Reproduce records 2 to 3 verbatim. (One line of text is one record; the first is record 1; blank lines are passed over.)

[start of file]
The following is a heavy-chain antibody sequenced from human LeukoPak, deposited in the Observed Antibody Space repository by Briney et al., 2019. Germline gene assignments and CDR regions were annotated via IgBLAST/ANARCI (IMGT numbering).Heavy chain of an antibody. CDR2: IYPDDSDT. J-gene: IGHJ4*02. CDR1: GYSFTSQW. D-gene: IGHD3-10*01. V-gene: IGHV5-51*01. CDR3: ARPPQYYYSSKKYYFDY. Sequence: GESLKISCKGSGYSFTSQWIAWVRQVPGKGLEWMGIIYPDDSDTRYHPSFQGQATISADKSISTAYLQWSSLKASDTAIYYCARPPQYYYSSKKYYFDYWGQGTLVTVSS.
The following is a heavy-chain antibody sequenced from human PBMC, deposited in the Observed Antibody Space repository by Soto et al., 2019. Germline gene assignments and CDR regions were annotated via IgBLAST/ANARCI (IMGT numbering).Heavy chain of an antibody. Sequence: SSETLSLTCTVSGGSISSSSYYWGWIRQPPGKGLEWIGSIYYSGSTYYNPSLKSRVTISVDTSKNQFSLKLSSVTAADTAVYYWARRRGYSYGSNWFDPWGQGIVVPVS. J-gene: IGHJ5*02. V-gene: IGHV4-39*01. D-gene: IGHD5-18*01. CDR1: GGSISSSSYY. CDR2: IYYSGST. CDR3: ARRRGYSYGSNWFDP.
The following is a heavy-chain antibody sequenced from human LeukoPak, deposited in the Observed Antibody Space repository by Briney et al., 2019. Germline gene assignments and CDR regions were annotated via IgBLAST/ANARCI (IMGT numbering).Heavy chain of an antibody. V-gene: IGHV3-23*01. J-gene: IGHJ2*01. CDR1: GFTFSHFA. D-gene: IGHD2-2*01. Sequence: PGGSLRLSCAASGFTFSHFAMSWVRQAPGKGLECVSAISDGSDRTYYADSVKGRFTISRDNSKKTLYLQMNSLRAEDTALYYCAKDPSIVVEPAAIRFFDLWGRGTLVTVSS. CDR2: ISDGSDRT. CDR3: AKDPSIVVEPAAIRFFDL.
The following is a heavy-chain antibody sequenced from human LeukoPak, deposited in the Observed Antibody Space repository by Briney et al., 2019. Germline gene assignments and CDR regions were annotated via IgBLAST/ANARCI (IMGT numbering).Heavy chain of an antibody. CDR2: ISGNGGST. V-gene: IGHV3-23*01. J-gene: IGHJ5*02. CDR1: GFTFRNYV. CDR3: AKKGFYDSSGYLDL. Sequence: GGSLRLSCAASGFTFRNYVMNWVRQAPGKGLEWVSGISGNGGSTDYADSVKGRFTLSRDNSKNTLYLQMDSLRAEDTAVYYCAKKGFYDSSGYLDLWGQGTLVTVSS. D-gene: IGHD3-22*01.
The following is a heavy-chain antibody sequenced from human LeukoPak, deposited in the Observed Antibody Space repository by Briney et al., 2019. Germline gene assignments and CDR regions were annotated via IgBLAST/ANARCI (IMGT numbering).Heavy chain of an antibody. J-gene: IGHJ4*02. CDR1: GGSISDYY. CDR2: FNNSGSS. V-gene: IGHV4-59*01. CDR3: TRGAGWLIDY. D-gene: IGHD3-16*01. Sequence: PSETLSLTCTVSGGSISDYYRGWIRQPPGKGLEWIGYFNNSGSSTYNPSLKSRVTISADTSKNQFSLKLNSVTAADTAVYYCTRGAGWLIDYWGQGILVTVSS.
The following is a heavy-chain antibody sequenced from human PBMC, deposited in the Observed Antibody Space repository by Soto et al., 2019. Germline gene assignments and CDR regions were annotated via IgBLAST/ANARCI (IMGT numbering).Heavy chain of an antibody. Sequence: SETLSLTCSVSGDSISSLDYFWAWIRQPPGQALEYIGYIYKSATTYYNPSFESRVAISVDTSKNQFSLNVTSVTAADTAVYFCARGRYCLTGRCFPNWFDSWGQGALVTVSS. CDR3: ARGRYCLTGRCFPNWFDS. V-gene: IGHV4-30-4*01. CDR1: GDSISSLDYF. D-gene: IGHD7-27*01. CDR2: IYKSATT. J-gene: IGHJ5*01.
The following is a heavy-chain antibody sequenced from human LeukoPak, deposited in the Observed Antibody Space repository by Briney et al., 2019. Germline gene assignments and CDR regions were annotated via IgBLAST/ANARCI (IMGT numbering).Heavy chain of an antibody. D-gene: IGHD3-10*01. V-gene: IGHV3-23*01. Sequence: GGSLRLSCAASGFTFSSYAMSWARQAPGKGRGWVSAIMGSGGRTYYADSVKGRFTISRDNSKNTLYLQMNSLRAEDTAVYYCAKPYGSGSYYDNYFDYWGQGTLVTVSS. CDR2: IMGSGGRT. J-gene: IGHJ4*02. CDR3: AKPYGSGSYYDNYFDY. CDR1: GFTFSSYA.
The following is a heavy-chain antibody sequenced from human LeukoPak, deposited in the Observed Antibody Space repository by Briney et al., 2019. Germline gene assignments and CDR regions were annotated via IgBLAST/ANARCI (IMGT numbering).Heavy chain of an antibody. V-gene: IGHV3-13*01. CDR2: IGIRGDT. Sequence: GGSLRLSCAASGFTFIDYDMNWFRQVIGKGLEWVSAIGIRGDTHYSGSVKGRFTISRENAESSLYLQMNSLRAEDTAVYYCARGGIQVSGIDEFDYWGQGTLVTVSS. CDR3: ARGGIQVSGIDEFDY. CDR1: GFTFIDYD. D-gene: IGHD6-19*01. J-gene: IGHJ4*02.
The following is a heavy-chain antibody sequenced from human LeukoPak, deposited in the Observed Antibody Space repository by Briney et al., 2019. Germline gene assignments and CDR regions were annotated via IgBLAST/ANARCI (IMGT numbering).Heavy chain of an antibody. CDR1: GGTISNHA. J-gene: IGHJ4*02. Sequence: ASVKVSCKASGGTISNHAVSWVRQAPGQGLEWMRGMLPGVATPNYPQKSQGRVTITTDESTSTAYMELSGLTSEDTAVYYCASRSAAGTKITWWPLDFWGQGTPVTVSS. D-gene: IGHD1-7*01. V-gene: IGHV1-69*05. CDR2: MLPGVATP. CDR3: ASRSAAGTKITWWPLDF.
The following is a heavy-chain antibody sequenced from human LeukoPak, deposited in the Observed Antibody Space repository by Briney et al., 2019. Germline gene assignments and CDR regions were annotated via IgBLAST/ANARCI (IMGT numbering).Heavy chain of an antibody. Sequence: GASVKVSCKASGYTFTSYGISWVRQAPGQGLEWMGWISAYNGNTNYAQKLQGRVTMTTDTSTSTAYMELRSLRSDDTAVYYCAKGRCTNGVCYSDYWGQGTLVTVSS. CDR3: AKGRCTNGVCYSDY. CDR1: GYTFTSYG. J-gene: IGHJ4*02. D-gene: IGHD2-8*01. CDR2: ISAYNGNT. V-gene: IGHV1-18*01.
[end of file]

The following is a heavy-chain antibody sequenced from human PBMC, deposited in the Observed Antibody Space repository by Soto et al., 2019. Germline gene assignments and CDR regions were annotated via IgBLAST/ANARCI (IMGT numbering).Heavy chain of an antibody. Sequence: SSETLSLTCTVSGGSISSSSYYWGWIRQPPGKGLEWIGSIYYSGSTYYNPSLKSRVTISVDTSKNQFSLKLSSVTAADTAVYYWARRRGYSYGSNWFDPWGQGIVVPVS. J-gene: IGHJ5*02. V-gene: IGHV4-39*01. D-gene: IGHD5-18*01. CDR1: GGSISSSSYY. CDR2: IYYSGST. CDR3: ARRRGYSYGSNWFDP.
The following is a heavy-chain antibody sequenced from human LeukoPak, deposited in the Observed Antibody Space repository by Briney et al., 2019. Germline gene assignments and CDR regions were annotated via IgBLAST/ANARCI (IMGT numbering).Heavy chain of an antibody. V-gene: IGHV3-23*01. J-gene: IGHJ2*01. CDR1: GFTFSHFA. D-gene: IGHD2-2*01. Sequence: PGGSLRLSCAASGFTFSHFAMSWVRQAPGKGLECVSAISDGSDRTYYADSVKGRFTISRDNSKKTLYLQMNSLRAEDTALYYCAKDPSIVVEPAAIRFFDLWGRGTLVTVSS. CDR2: ISDGSDRT. CDR3: AKDPSIVVEPAAIRFFDL.